by rantywoman

This week I met a number of successful Baby Boomers who, over the course of their lives, changed careers numerous times, “dropped out” for long periods, did a lot of drugs, and had a lot of sex, and yet still managed to make significant money through their jobs and investments, to buy houses, to have multiple marriages, and to raise several kids.

Spending time with them made me look at my situation impartially and come to the conclusion that, compared to them at least, I am a social zero.  Never married, no kids.  An okay job in a female-dominated field with a decent salary but little vacation time, fewer and fewer perks, and no real chance to make significant money.  Still living in a one-bedroom apartment in my forties.

Is it a Boomer versus X thing?  Certainly there have been plenty of articles and books on that subject, for example:


If it’s a matter of being born in an era of less opportunity and stiffer competition, should we be measuring ourselves against entirely different yardsticks?  My parents are older than the Boomer generation, and in many ways I have surpassed them.  I had a better education and have travelled farther and wider than they did at my age, I’ve lived more places, and my life is intellectually richer.  I haven’t done as well financially as they did though, haven’t bought houses like they did, and of course haven’t been married or had kids.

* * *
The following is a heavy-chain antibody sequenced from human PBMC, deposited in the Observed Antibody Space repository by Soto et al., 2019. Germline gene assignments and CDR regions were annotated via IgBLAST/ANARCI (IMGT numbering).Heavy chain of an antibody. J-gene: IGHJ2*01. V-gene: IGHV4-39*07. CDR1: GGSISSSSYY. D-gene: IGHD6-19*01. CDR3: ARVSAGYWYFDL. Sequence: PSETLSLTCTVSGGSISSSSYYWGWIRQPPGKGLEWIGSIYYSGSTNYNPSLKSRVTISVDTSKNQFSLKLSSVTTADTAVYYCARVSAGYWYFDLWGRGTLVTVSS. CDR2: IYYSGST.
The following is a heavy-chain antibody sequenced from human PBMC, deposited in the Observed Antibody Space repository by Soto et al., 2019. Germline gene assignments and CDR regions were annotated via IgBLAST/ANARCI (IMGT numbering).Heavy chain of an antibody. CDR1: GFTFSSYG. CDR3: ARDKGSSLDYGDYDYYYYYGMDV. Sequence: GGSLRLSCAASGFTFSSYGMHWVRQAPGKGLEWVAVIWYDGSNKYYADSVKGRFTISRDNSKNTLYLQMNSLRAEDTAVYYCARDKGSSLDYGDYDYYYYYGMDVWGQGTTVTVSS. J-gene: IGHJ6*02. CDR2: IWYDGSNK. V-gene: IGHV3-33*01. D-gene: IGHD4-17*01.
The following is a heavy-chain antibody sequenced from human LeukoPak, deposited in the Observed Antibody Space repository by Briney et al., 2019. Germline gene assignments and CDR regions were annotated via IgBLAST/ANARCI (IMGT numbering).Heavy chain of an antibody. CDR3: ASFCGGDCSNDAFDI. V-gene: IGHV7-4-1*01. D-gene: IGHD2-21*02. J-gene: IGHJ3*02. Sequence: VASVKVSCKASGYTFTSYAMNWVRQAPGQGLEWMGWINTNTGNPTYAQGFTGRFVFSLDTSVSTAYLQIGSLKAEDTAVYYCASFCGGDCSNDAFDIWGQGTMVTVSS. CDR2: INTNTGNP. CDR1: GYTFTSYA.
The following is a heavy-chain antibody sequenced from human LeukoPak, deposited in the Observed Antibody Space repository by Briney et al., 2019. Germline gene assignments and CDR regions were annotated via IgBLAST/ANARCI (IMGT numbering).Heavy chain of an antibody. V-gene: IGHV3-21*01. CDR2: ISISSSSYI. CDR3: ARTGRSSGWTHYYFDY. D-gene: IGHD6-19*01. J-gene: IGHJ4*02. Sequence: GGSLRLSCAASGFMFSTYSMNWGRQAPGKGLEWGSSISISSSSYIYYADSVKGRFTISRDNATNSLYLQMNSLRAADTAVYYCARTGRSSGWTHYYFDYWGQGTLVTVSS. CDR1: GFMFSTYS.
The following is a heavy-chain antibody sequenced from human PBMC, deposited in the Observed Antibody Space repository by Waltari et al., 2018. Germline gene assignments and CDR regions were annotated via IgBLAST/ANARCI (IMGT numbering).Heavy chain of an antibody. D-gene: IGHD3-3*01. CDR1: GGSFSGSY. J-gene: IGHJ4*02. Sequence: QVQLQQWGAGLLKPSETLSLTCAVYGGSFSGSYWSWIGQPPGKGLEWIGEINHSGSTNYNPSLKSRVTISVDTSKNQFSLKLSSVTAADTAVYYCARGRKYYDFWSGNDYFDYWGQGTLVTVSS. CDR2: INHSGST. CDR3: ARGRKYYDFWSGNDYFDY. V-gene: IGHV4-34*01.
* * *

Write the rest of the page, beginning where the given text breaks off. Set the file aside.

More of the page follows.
Some of these feelings were compounded this weekend as I had time to drive around the city and in doing so travelled through neighborhoods with lush lawns and beautiful homes only to return to my modest little apartment dwelling, which costs me way more than it should.

In the end, I’m really not terribly upset over not having a posher life.  What gets to me, and what can make me feel like a social failure, is that I haven’t formed real friendships with people here with whom I share the same interests, politics, and sense of humor.  A lot of them work in the Industry but are either behind the scenes in modest positions, are toiling on the margins, or are practicing the DIY ethic through podcasts and small shows.  I can’t blame the Boomers for that failure, although I haven’t quite sussed out how much of it is a personal failure versus a failure of circumstance.

One of the topics of conversations amongst the mothers I know is “how important it is” that their kids have friends.  Growing up, I did all the normal things– went to summer camp (was voted best cabin mate!), had birthday parties, was even in a sorority– and I often think, “Fat lot of good all that did me, for the amount of friends I have now.”  I’m sure all that socializing did pay off in terms of professional savvy, but in terms of having a rich adult social life?  I have to admit, not so much.